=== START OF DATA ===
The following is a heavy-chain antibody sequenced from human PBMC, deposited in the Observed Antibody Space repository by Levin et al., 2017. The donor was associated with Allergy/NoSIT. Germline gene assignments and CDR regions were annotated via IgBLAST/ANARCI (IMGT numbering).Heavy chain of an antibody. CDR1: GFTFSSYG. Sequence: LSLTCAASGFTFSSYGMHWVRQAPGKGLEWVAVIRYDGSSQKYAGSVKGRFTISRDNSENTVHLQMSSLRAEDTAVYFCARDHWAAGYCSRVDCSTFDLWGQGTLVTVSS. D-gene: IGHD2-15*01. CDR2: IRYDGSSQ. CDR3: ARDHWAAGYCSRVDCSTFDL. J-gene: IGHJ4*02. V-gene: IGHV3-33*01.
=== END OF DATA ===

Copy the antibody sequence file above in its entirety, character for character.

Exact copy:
The following is a heavy-chain antibody sequenced from human PBMC, deposited in the Observed Antibody Space repository by Levin et al., 2017. The donor was associated with Allergy/NoSIT. Germline gene assignments and CDR regions were annotated via IgBLAST/ANARCI (IMGT numbering).Heavy chain of an antibody. CDR1: GFTFSSYG. Sequence: LSLTCAASGFTFSSYGMHWVRQAPGKGLEWVAVIRYDGSSQKYAGSVKGRFTISRDNSENTVHLQMSSLRAEDTAVYFCARDHWAAGYCSRVDCSTFDLWGQGTLVTVSS. D-gene: IGHD2-15*01. CDR2: IRYDGSSQ. CDR3: ARDHWAAGYCSRVDCSTFDL. J-gene: IGHJ4*02. V-gene: IGHV3-33*01.